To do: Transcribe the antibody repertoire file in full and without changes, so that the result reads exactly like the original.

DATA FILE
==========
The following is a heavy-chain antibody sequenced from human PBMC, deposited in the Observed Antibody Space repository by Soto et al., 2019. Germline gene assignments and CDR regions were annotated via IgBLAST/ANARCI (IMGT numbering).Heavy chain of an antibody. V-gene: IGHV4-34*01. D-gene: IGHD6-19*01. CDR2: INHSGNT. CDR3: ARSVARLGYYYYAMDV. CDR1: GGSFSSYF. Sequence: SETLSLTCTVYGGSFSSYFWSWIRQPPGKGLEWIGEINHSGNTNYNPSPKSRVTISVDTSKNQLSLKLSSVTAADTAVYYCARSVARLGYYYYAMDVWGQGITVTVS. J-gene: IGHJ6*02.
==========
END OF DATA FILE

The following is a heavy-chain antibody sequenced from human PBMC, deposited in the Observed Antibody Space repository by Soto et al., 2019. Germline gene assignments and CDR regions were annotated via IgBLAST/ANARCI (IMGT numbering).Heavy chain of an antibody. V-gene: IGHV4-34*01. D-gene: IGHD6-19*01. CDR2: INHSGNT. CDR3: ARSVARLGYYYYAMDV. CDR1: GGSFSSYF. Sequence: SETLSLTCTVYGGSFSSYFWSWIRQPPGKGLEWIGEINHSGNTNYNPSPKSRVTISVDTSKNQLSLKLSSVTAADTAVYYCARSVARLGYYYYAMDVWGQGITVTVS. J-gene: IGHJ6*02.